Australian players take a knee ahead of first T20

The Australian men's team 'condemns racial injustice and discrimination' as they take a knee ahead of the first T20 against the West Indies

The Australian men's cricket team took a knee for the first time in a stand against racism ahead of their series-opening T20 against West Indies in St Lucia on Saturday morning (AEST).

The West Indies, whose regular captain Kieron Pollard reinforced the importance of the Black Lives Matter movement ahead of the five-game T20 campaign, take a knee before every match but the Australian side had not previously done it before an international game.

Players from both teams performed the gesture, as did support staff who had assembled in front of the team dugout, alongside both on-field umpires.

Image Id: 316E1168044E4627B7DB73DADC0824AF Image Caption: The entire Australian touring party took a knee in St Lucia // cricket.com.au

An Australian team statement said they stood with the Windies "in condemning racial injustice and discrimination".

"As a team we'll continue to educate ourselves, provide support where possible, and create awareness for those who are victims of racial injustice, and/or discrimination in any form," the statement read.

"We kneel alongside our West Indian friends to recognise and show our support of all those who have been victims of racial injustice and/or discrimination, past and present."

It is not known whether Australia will continue to kneel for the remainder of the series.

Image Id: 47AC4A3D77974CACB63A42F7EC49AE7F Image Caption: The West Indies have taken a knee before all matches for the past year // Getty

Australia skipper Aaron Finch had raised the issue of kneeling with Pollard on Thursday at the pre-series captain's photoshoot at the hotel both sides are staying at.

Pollard later told reporters he did not want opposition teams to take a knee just "because the West Indies are doing it".

"For me it's very important, but it's one where I just don't want (teams) to just say that 'we are doing this because we are supporting you guys in this'," the veteran allrounder said.

"You need to be educated about it and you need to understand what you're doing. It's not a matter of us just doing it and you supporting us and we're looking for that sympathy.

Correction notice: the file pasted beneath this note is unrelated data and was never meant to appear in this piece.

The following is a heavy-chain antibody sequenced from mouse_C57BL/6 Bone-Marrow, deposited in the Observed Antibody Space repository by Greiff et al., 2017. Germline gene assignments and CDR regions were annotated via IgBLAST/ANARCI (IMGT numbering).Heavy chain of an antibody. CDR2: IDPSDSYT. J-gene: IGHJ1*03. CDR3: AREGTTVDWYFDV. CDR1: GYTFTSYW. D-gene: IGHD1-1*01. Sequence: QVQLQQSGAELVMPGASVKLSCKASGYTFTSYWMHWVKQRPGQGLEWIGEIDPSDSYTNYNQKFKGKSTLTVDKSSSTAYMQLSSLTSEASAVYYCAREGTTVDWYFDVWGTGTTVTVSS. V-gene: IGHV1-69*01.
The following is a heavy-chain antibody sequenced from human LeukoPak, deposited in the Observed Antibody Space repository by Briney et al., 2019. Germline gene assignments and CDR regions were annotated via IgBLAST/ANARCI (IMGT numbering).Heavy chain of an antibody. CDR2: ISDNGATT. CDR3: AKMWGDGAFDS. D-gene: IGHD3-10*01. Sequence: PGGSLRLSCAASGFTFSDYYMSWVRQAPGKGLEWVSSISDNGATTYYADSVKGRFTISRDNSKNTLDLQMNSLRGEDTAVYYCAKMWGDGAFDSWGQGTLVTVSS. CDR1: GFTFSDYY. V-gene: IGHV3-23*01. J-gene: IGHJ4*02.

"It's one (issue) that's very dear to our hearts. There's a lot of social injustice going around the world when it comes to black people and it's something that we want to continue to educate, not just ourselves, but the entire world to see if we can get on that level playing field.

Image Id: DB71600E74A54113B9AA08F7E25ED7E2 Image Caption: Big Bash players took a knee during last summer // Getty

"I'm guessing there's been a lot of education in Australia about that, about the Aboriginal persons, the original inhabitants of Australia, and a lot more education being taken so guys can understand the magnitude of the situation and not just do it because the West Indies are doing it."

The West Indies' playing shirts have a 'Black Lives Matter' logo printed on the right sleeve, which has a clenched fist in the place of the letter 'A'.

The movement gained momentum in the aftermath of the death of African-American man George Floyd at the hands of a white policeman in Minneapolis last year.

Two members of the Australian XI playing in the first T20, Dan Christian (a Wiradjuri man and one of just six Indigenous people to play for Australia at international level) and Moises Henriques (of Portuguese descent) have previously shared experiences of racism in cricket.

Some players took a knee last summer during the men's and women's Big Bash Leagues, a gesture West Indies legend Michael Holding has stressed is the most important way to support the movement.

Ahead of the last home summer, the national men's and women's teams took part in barefoot circles in a bid to acknowledge traditional Indigenous owners of the land, while the ritual also took place before W/BBL games and during the Marsh Sheffield Shield.